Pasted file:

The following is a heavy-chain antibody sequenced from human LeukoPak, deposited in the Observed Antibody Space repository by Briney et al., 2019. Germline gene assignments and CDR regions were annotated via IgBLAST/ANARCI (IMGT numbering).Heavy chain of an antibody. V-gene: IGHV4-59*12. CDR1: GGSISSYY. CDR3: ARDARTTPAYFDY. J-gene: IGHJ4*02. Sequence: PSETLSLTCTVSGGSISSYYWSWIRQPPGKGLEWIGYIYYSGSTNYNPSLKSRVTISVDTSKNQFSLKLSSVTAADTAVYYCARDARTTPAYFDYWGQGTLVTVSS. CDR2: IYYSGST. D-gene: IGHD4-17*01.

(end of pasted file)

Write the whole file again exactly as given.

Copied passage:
The following is a heavy-chain antibody sequenced from human LeukoPak, deposited in the Observed Antibody Space repository by Briney et al., 2019. Germline gene assignments and CDR regions were annotated via IgBLAST/ANARCI (IMGT numbering).Heavy chain of an antibody. V-gene: IGHV4-59*12. CDR1: GGSISSYY. CDR3: ARDARTTPAYFDY. J-gene: IGHJ4*02. Sequence: PSETLSLTCTVSGGSISSYYWSWIRQPPGKGLEWIGYIYYSGSTNYNPSLKSRVTISVDTSKNQFSLKLSSVTAADTAVYYCARDARTTPAYFDYWGQGTLVTVSS. CDR2: IYYSGST. D-gene: IGHD4-17*01.